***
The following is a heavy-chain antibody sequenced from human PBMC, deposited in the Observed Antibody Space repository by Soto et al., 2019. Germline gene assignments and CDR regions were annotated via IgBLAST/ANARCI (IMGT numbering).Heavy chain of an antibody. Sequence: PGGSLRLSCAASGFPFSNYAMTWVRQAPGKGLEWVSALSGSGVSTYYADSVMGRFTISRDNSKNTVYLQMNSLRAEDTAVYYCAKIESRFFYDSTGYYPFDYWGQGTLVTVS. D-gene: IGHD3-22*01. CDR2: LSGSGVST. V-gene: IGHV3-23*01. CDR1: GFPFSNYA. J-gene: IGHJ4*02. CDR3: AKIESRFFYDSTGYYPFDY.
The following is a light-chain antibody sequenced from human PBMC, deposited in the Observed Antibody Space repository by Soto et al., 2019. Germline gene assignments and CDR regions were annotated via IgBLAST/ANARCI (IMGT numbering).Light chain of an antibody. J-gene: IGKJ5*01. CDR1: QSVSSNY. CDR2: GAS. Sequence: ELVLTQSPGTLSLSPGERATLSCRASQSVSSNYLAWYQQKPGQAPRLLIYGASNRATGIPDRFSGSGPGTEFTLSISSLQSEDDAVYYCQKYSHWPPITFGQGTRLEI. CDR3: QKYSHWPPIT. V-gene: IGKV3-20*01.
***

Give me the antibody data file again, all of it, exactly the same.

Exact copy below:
The following is a heavy-chain antibody sequenced from human PBMC, deposited in the Observed Antibody Space repository by Soto et al., 2019. Germline gene assignments and CDR regions were annotated via IgBLAST/ANARCI (IMGT numbering).Heavy chain of an antibody. Sequence: PGGSLRLSCAASGFPFSNYAMTWVRQAPGKGLEWVSALSGSGVSTYYADSVMGRFTISRDNSKNTVYLQMNSLRAEDTAVYYCAKIESRFFYDSTGYYPFDYWGQGTLVTVS. D-gene: IGHD3-22*01. CDR2: LSGSGVST. V-gene: IGHV3-23*01. CDR1: GFPFSNYA. J-gene: IGHJ4*02. CDR3: AKIESRFFYDSTGYYPFDY.
The following is a light-chain antibody sequenced from human PBMC, deposited in the Observed Antibody Space repository by Soto et al., 2019. Germline gene assignments and CDR regions were annotated via IgBLAST/ANARCI (IMGT numbering).Light chain of an antibody. J-gene: IGKJ5*01. CDR1: QSVSSNY. CDR2: GAS. Sequence: ELVLTQSPGTLSLSPGERATLSCRASQSVSSNYLAWYQQKPGQAPRLLIYGASNRATGIPDRFSGSGPGTEFTLSISSLQSEDDAVYYCQKYSHWPPITFGQGTRLEI. CDR3: QKYSHWPPIT. V-gene: IGKV3-20*01.